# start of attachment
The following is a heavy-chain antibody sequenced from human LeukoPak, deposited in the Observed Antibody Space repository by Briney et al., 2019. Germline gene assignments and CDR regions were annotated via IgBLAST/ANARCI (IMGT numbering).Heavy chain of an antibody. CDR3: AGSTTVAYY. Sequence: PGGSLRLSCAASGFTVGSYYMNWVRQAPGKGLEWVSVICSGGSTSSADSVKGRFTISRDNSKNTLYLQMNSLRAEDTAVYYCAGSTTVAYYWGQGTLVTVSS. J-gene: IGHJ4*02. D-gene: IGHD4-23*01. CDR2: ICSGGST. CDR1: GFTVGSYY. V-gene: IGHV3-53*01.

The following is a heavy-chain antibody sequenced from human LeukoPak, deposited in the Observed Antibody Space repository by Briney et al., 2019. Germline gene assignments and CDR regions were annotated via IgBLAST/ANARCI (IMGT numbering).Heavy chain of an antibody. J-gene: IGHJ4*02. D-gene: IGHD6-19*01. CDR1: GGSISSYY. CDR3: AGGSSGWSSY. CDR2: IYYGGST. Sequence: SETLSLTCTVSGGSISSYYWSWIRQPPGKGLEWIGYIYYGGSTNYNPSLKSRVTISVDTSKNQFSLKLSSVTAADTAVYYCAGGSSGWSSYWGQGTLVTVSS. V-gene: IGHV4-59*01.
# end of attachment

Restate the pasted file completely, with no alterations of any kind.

The following is a heavy-chain antibody sequenced from human LeukoPak, deposited in the Observed Antibody Space repository by Briney et al., 2019. Germline gene assignments and CDR regions were annotated via IgBLAST/ANARCI (IMGT numbering).Heavy chain of an antibody. CDR3: AGSTTVAYY. Sequence: PGGSLRLSCAASGFTVGSYYMNWVRQAPGKGLEWVSVICSGGSTSSADSVKGRFTISRDNSKNTLYLQMNSLRAEDTAVYYCAGSTTVAYYWGQGTLVTVSS. J-gene: IGHJ4*02. D-gene: IGHD4-23*01. CDR2: ICSGGST. CDR1: GFTVGSYY. V-gene: IGHV3-53*01.

The following is a heavy-chain antibody sequenced from human LeukoPak, deposited in the Observed Antibody Space repository by Briney et al., 2019. Germline gene assignments and CDR regions were annotated via IgBLAST/ANARCI (IMGT numbering).Heavy chain of an antibody. J-gene: IGHJ4*02. D-gene: IGHD6-19*01. CDR1: GGSISSYY. CDR3: AGGSSGWSSY. CDR2: IYYGGST. Sequence: SETLSLTCTVSGGSISSYYWSWIRQPPGKGLEWIGYIYYGGSTNYNPSLKSRVTISVDTSKNQFSLKLSSVTAADTAVYYCAGGSSGWSSYWGQGTLVTVSS. V-gene: IGHV4-59*01.